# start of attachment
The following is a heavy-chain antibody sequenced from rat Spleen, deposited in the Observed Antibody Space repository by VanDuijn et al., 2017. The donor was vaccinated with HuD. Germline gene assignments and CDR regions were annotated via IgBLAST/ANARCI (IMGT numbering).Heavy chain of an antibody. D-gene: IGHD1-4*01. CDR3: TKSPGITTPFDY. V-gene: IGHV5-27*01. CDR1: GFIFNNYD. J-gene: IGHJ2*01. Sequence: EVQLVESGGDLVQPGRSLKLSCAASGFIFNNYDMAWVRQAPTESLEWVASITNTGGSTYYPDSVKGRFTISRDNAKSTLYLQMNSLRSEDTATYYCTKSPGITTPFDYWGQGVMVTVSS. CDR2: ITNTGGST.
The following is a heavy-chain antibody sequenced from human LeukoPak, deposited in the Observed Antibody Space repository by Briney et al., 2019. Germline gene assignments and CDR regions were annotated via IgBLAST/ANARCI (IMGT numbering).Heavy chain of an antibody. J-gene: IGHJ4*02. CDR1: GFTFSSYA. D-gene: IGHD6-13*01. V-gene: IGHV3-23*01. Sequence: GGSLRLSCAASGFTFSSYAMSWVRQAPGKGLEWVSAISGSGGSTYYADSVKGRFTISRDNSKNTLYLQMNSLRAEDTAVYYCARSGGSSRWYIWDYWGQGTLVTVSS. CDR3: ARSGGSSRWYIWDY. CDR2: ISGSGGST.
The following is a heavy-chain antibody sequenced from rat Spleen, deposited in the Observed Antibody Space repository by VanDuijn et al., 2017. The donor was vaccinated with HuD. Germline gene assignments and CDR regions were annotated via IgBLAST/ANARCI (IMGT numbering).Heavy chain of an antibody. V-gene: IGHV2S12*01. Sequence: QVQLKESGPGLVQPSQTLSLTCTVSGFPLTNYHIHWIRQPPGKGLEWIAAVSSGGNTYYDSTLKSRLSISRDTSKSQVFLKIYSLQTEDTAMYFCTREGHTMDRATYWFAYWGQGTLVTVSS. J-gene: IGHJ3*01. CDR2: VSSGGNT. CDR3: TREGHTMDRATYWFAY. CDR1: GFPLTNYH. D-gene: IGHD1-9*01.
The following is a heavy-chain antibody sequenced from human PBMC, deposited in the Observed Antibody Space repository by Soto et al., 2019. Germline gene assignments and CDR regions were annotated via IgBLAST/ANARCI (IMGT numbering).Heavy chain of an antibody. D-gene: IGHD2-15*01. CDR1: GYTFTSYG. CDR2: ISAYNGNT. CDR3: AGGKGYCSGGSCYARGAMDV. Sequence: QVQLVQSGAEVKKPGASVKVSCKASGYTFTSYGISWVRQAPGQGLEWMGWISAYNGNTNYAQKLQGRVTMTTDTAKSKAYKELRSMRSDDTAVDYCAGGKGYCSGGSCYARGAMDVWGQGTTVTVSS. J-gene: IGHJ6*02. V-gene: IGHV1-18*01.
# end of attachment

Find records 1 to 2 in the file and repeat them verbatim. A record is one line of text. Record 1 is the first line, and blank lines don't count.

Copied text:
The following is a heavy-chain antibody sequenced from rat Spleen, deposited in the Observed Antibody Space repository by VanDuijn et al., 2017. The donor was vaccinated with HuD. Germline gene assignments and CDR regions were annotated via IgBLAST/ANARCI (IMGT numbering).Heavy chain of an antibody. D-gene: IGHD1-4*01. CDR3: TKSPGITTPFDY. V-gene: IGHV5-27*01. CDR1: GFIFNNYD. J-gene: IGHJ2*01. Sequence: EVQLVESGGDLVQPGRSLKLSCAASGFIFNNYDMAWVRQAPTESLEWVASITNTGGSTYYPDSVKGRFTISRDNAKSTLYLQMNSLRSEDTATYYCTKSPGITTPFDYWGQGVMVTVSS. CDR2: ITNTGGST.
The following is a heavy-chain antibody sequenced from human LeukoPak, deposited in the Observed Antibody Space repository by Briney et al., 2019. Germline gene assignments and CDR regions were annotated via IgBLAST/ANARCI (IMGT numbering).Heavy chain of an antibody. J-gene: IGHJ4*02. CDR1: GFTFSSYA. D-gene: IGHD6-13*01. V-gene: IGHV3-23*01. Sequence: GGSLRLSCAASGFTFSSYAMSWVRQAPGKGLEWVSAISGSGGSTYYADSVKGRFTISRDNSKNTLYLQMNSLRAEDTAVYYCARSGGSSRWYIWDYWGQGTLVTVSS. CDR3: ARSGGSSRWYIWDY. CDR2: ISGSGGST.